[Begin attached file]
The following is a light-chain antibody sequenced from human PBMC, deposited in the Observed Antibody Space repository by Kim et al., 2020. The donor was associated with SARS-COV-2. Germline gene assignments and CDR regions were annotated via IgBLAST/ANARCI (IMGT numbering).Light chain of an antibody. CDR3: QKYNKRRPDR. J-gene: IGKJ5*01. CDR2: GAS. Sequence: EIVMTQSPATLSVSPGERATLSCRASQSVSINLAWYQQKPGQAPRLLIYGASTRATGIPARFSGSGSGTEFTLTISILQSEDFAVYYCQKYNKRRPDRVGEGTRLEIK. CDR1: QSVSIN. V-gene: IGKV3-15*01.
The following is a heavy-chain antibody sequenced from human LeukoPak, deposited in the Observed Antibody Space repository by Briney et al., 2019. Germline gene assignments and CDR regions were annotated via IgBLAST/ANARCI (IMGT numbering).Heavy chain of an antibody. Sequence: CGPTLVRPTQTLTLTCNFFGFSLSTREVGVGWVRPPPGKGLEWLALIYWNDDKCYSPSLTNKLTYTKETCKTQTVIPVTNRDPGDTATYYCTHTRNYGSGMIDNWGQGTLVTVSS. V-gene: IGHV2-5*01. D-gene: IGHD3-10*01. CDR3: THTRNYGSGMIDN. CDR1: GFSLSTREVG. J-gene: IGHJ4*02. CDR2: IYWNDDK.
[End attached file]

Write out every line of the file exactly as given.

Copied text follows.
The following is a light-chain antibody sequenced from human PBMC, deposited in the Observed Antibody Space repository by Kim et al., 2020. The donor was associated with SARS-COV-2. Germline gene assignments and CDR regions were annotated via IgBLAST/ANARCI (IMGT numbering).Light chain of an antibody. CDR3: QKYNKRRPDR. J-gene: IGKJ5*01. CDR2: GAS. Sequence: EIVMTQSPATLSVSPGERATLSCRASQSVSINLAWYQQKPGQAPRLLIYGASTRATGIPARFSGSGSGTEFTLTISILQSEDFAVYYCQKYNKRRPDRVGEGTRLEIK. CDR1: QSVSIN. V-gene: IGKV3-15*01.
The following is a heavy-chain antibody sequenced from human LeukoPak, deposited in the Observed Antibody Space repository by Briney et al., 2019. Germline gene assignments and CDR regions were annotated via IgBLAST/ANARCI (IMGT numbering).Heavy chain of an antibody. Sequence: CGPTLVRPTQTLTLTCNFFGFSLSTREVGVGWVRPPPGKGLEWLALIYWNDDKCYSPSLTNKLTYTKETCKTQTVIPVTNRDPGDTATYYCTHTRNYGSGMIDNWGQGTLVTVSS. V-gene: IGHV2-5*01. D-gene: IGHD3-10*01. CDR3: THTRNYGSGMIDN. CDR1: GFSLSTREVG. J-gene: IGHJ4*02. CDR2: IYWNDDK.